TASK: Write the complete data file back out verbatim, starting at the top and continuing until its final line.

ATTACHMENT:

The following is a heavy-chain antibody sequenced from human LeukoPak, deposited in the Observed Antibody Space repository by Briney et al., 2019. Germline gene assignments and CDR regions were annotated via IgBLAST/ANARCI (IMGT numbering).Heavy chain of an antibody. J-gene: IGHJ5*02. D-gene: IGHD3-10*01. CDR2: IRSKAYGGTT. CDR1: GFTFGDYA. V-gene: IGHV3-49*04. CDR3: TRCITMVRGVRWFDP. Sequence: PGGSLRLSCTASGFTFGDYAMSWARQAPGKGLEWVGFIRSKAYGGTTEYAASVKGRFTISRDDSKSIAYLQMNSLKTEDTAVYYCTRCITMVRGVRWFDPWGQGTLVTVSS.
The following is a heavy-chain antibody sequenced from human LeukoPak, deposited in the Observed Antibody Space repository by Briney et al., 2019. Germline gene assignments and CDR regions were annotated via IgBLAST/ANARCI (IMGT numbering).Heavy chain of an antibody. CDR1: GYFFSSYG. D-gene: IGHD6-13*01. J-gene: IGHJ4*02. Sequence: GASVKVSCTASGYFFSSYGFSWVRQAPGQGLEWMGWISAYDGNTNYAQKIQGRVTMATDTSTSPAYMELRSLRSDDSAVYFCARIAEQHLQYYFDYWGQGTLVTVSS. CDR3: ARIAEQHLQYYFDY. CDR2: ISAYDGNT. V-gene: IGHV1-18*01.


The following is a heavy-chain antibody sequenced from human LeukoPak, deposited in the Observed Antibody Space repository by Briney et al., 2019. Germline gene assignments and CDR regions were annotated via IgBLAST/ANARCI (IMGT numbering).Heavy chain of an antibody. J-gene: IGHJ5*02. D-gene: IGHD3-10*01. CDR2: IRSKAYGGTT. CDR1: GFTFGDYA. V-gene: IGHV3-49*04. CDR3: TRCITMVRGVRWFDP. Sequence: PGGSLRLSCTASGFTFGDYAMSWARQAPGKGLEWVGFIRSKAYGGTTEYAASVKGRFTISRDDSKSIAYLQMNSLKTEDTAVYYCTRCITMVRGVRWFDPWGQGTLVTVSS.
The following is a heavy-chain antibody sequenced from human LeukoPak, deposited in the Observed Antibody Space repository by Briney et al., 2019. Germline gene assignments and CDR regions were annotated via IgBLAST/ANARCI (IMGT numbering).Heavy chain of an antibody. CDR1: GYFFSSYG. D-gene: IGHD6-13*01. J-gene: IGHJ4*02. Sequence: GASVKVSCTASGYFFSSYGFSWVRQAPGQGLEWMGWISAYDGNTNYAQKIQGRVTMATDTSTSPAYMELRSLRSDDSAVYFCARIAEQHLQYYFDYWGQGTLVTVSS. CDR3: ARIAEQHLQYYFDY. CDR2: ISAYDGNT. V-gene: IGHV1-18*01.